Have you ever opened your jar of milk, only to find that it smells and tastes sour? What to do with soured cream?
Today's member question comes from DeDe:
“I have some raw cream that's been in my fridge for about a month. It now smells sour but not quite like sour cream. What can I do with it? It doesn't smell “bad” necessarily like pasteurized cream would smell and it's not clumpy. It's very thick, though, just like thick cream.”
Boy, I've been there! And I have great news for you.
As you know, raw milk and cream sour rather than spoil. That's reason #4 on my list of 6 Reasons (Raw) Cultured Dairy Is So Fabulous! So, you can still use this cream!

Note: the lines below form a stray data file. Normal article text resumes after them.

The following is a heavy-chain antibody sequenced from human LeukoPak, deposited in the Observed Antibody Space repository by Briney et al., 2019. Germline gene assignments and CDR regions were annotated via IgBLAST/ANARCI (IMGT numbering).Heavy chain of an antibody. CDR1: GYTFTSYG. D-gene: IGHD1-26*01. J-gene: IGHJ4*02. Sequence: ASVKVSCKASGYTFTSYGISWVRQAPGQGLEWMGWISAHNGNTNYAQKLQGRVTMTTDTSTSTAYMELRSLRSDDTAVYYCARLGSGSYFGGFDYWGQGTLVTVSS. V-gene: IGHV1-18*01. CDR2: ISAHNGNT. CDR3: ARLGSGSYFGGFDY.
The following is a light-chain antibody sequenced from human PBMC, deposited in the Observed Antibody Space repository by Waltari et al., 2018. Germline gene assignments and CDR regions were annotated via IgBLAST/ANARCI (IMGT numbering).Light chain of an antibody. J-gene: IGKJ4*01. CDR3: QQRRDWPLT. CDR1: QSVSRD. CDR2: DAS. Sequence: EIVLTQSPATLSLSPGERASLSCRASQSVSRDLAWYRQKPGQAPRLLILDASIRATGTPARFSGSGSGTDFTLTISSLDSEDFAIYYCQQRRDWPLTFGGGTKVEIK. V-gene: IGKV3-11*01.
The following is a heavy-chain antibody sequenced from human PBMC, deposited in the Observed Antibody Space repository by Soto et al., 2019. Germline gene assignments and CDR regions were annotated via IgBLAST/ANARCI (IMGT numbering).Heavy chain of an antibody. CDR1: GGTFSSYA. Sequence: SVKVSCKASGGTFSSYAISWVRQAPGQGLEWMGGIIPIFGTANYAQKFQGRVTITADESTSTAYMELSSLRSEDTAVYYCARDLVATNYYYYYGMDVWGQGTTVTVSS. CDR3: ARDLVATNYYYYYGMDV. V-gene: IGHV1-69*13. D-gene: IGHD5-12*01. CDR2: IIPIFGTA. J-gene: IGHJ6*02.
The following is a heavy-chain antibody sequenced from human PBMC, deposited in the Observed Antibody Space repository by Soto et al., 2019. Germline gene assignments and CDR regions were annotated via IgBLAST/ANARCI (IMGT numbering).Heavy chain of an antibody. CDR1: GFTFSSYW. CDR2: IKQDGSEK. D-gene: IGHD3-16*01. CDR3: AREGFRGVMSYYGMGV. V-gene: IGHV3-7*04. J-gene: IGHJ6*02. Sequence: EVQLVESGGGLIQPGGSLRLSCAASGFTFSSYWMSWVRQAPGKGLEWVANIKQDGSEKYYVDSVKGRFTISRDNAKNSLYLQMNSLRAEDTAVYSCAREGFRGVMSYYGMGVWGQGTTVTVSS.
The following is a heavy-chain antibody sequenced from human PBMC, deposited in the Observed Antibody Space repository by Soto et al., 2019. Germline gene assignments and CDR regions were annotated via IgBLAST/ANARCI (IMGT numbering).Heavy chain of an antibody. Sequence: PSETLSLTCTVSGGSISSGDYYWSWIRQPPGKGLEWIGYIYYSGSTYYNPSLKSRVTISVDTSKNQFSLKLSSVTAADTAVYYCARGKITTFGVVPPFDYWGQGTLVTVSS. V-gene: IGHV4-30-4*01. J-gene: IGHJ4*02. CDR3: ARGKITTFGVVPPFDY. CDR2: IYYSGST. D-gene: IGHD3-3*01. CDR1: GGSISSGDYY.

Check out our Cultured Dairy and Cheese eCourse for a video demonstration of how to make cultured butter!
What To Do With Soured Cream
If you want to use your soured cream right away, drizzle it on burritos, tacos, chili, soups, stews, potatoes, oatmeal, granola, or even fresh fruit! It makes a wonderful creme fraiche. Even chocolate ice cream is fantastic just a teensy bit sour.
Add it at the end and make sure it doesn't get too hot, and voila, you've just boosted or added probiotic benefits to your meal!
Do you prefer your soured cream just a bit more sour? Leave it out at room temperature for 12 to 24 hours for the cream to develop its culture. Or, boost the culturing by adding live buttermilk or a mesophilic culture.
How do you use slightly soured cream?
We only recommend products and services we wholeheartedly endorse. This post may contain special links through which we earn a small commission if you make a purchase (though your price is the same).